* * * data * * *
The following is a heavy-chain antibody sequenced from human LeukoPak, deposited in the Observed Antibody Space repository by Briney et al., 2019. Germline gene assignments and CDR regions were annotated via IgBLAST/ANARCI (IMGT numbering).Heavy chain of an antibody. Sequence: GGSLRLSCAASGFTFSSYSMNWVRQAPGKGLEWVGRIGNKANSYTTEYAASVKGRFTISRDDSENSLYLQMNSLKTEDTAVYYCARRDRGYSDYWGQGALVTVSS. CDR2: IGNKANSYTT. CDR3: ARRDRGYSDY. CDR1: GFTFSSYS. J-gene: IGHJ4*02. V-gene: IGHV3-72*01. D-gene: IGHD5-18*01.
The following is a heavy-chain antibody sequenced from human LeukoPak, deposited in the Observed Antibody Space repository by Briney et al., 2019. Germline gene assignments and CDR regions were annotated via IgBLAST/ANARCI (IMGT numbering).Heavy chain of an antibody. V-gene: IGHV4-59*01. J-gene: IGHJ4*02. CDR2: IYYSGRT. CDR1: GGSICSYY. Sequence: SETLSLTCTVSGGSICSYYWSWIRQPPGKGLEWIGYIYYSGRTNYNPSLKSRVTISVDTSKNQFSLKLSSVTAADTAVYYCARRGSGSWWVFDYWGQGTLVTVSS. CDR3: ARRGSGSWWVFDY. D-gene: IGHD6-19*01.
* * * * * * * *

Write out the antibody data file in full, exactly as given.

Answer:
The following is a heavy-chain antibody sequenced from human LeukoPak, deposited in the Observed Antibody Space repository by Briney et al., 2019. Germline gene assignments and CDR regions were annotated via IgBLAST/ANARCI (IMGT numbering).Heavy chain of an antibody. Sequence: GGSLRLSCAASGFTFSSYSMNWVRQAPGKGLEWVGRIGNKANSYTTEYAASVKGRFTISRDDSENSLYLQMNSLKTEDTAVYYCARRDRGYSDYWGQGALVTVSS. CDR2: IGNKANSYTT. CDR3: ARRDRGYSDY. CDR1: GFTFSSYS. J-gene: IGHJ4*02. V-gene: IGHV3-72*01. D-gene: IGHD5-18*01.
The following is a heavy-chain antibody sequenced from human LeukoPak, deposited in the Observed Antibody Space repository by Briney et al., 2019. Germline gene assignments and CDR regions were annotated via IgBLAST/ANARCI (IMGT numbering).Heavy chain of an antibody. V-gene: IGHV4-59*01. J-gene: IGHJ4*02. CDR2: IYYSGRT. CDR1: GGSICSYY. Sequence: SETLSLTCTVSGGSICSYYWSWIRQPPGKGLEWIGYIYYSGRTNYNPSLKSRVTISVDTSKNQFSLKLSSVTAADTAVYYCARRGSGSWWVFDYWGQGTLVTVSS. CDR3: ARRGSGSWWVFDY. D-gene: IGHD6-19*01.